It's been over 10 years since I was last compelled to listen to a new Little Wings album. This is partly because in the mid aughts he released a few odder, less interesting albums in a row that I couldn't engage with, a sort of diminishing results of weirdness when all I really wanted was more of his perfectly constructed diy ditties. But it's also partly because he straight up stopped releasing stuff for a while. But then suddenly in April, whether because of the lockdown or Bandcamp's occasional artist-friendly sales, or just because he got bored, he opened up the floodgates. He's released (or re-released) 4 or 5 full albums in the last month or two, and one of them is Zephyr, which according to the description is an official release and reworking of an Australia-tour-only cassette from a few years ago, that he had been meaning to flesh out into a full studio album. I'm glad he didn't, though, because this is a fantastic little collection as-is. It's mostly (or all?) Kyle Field and one guitar, no slapped-together backing band, no extraneous experiments or improvised goofiness, no waste, no nonsense. The songwriting on every track is focused and thoughtful, almost every track showing a more mature side of Little Wings, versus the K-Records teenage-symphonies-to-god fantasias that he often works in. But if that sounds a little too dad rock for you, don't worry, he also released a full band improvised garage recording of his make believe surf rock bar band The Be Gulls if that also interests you. I mean to be honest it interests me, too.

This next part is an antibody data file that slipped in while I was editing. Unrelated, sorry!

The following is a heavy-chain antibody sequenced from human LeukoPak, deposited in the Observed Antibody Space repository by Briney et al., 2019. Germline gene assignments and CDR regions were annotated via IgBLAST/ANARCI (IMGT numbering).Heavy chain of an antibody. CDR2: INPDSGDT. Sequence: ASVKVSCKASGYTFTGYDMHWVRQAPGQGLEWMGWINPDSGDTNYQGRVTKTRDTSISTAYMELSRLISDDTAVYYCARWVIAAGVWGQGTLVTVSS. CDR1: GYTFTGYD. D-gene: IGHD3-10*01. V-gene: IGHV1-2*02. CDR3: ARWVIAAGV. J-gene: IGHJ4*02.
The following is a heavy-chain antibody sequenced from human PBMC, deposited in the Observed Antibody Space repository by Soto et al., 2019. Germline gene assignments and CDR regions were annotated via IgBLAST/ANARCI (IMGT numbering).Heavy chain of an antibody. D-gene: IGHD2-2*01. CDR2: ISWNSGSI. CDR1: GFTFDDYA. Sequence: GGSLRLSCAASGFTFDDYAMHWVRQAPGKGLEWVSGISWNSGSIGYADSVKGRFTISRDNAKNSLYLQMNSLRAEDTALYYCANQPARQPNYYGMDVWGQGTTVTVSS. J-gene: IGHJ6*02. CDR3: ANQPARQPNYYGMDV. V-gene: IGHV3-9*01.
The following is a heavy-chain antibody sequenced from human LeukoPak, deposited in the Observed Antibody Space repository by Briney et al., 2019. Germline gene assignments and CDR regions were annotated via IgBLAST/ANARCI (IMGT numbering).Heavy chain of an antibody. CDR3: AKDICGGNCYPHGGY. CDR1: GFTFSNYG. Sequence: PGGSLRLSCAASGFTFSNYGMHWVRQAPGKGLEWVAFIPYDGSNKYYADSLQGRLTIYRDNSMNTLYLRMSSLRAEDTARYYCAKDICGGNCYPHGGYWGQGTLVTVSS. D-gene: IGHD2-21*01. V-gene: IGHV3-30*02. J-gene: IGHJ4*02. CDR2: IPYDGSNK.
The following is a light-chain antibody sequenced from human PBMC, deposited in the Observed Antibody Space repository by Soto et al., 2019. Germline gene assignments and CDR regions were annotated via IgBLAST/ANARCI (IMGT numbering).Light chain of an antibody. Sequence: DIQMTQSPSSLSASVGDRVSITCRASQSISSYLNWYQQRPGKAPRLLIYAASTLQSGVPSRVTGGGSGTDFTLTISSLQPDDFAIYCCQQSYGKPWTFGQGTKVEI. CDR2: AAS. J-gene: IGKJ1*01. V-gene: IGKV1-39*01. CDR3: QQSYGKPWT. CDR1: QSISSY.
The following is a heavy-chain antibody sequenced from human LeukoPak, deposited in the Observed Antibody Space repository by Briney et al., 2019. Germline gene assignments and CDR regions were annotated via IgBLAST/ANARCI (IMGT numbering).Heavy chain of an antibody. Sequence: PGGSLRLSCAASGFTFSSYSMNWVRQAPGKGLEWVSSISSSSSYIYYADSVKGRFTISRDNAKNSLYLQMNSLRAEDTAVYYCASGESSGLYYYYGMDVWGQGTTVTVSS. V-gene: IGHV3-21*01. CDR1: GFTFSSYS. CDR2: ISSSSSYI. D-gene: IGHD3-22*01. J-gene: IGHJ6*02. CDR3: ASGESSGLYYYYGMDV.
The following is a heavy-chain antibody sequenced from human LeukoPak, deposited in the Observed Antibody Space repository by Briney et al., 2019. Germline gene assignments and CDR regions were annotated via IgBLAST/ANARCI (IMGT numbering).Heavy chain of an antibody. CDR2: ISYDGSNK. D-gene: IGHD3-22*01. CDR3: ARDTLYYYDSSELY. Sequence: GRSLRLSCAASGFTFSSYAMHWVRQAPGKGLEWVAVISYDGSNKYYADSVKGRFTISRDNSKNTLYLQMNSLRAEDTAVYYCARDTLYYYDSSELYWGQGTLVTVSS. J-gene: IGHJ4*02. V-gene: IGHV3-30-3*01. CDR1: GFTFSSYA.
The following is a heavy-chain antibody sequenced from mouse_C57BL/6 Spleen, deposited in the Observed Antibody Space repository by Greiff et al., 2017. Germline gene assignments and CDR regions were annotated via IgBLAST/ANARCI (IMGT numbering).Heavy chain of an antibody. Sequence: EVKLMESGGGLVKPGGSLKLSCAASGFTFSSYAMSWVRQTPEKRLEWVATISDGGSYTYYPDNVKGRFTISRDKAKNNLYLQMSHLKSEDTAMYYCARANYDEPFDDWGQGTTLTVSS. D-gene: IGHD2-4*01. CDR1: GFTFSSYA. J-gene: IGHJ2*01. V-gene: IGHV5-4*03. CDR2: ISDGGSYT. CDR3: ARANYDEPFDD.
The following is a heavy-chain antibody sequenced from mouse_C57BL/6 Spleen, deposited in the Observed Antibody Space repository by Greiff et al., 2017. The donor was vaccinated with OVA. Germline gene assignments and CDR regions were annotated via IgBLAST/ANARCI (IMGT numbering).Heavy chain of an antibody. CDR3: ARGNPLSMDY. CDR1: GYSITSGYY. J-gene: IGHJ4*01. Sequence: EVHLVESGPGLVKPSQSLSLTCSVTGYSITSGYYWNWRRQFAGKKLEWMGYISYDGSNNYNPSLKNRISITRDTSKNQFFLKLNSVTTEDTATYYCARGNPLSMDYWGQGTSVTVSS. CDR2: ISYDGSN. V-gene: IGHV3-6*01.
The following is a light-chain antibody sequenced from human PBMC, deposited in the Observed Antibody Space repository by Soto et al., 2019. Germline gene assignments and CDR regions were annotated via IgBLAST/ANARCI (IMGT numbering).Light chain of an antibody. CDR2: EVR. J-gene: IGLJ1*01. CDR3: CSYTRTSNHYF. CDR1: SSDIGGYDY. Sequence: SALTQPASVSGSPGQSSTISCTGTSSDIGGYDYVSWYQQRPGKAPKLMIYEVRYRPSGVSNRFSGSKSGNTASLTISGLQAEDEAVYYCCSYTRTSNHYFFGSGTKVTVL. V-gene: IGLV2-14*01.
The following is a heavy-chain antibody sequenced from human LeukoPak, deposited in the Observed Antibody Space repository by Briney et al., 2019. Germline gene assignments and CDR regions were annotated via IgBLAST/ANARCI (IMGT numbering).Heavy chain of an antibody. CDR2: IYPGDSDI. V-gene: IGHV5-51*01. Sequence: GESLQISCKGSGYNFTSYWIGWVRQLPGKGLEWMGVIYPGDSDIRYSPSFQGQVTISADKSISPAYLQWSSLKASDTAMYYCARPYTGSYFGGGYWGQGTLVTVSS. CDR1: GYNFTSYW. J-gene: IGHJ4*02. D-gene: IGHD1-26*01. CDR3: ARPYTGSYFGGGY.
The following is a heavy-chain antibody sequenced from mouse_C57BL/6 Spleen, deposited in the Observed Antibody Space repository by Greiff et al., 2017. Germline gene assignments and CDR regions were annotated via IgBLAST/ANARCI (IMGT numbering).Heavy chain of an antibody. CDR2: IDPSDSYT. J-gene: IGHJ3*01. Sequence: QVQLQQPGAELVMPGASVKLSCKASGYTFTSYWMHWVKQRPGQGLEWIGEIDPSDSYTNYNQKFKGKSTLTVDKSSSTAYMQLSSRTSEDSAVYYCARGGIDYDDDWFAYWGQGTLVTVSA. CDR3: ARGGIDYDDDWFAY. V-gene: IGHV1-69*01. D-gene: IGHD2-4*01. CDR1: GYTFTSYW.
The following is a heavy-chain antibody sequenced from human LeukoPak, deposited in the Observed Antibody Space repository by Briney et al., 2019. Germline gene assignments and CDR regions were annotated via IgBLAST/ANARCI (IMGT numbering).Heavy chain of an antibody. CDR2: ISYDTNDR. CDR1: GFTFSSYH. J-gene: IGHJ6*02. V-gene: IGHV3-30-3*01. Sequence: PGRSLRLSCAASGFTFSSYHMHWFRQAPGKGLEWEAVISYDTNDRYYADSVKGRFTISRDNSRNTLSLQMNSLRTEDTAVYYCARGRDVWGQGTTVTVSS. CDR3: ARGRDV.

11.13.2020 - by Steve
Its-ItSan Francisco
Ice cream sandwiches

I can think of few other occasions where the payoff of eating a hallowed regional foodstuff so thoroughly met the heightened expectations I obtained in the months and years prior to eating said foodstuff. It's-It is it.

Erin has been entering a monthly (?) sweepstakes on Instagram for something like four years now, attempting to win a package of It's-It ice cream sandwiches, overnighted from from San Francisco (you drove and did you flew?). Well in a great sign for my chances with the Hamilton lottery (fingers crossed!), she finally received notice that she'd won! And a few days later, a dry-ice packed styrofoam container appeared at our door, packed with a dozen It's-Its of various flavors.

Reader, these ice cream sandwiches are heavenly.

I don't want to waste too much text trying to describe them, because there's not that much to describe. And what description I could give will likely be met with something like, "Okay, so what?". Because all we have here is a puck of ice cream, squeezed between two (this is essential) oatmeal cookies, and dipped (this is essential too) in chocolate. That's it. But it all works gloriously. However they're making their ice cream, however they're making their oatmeal cookies, whatever chemistry of melted chocolate they've perfected, whatever temperature they freeze these things at, there's some combination of magic in here.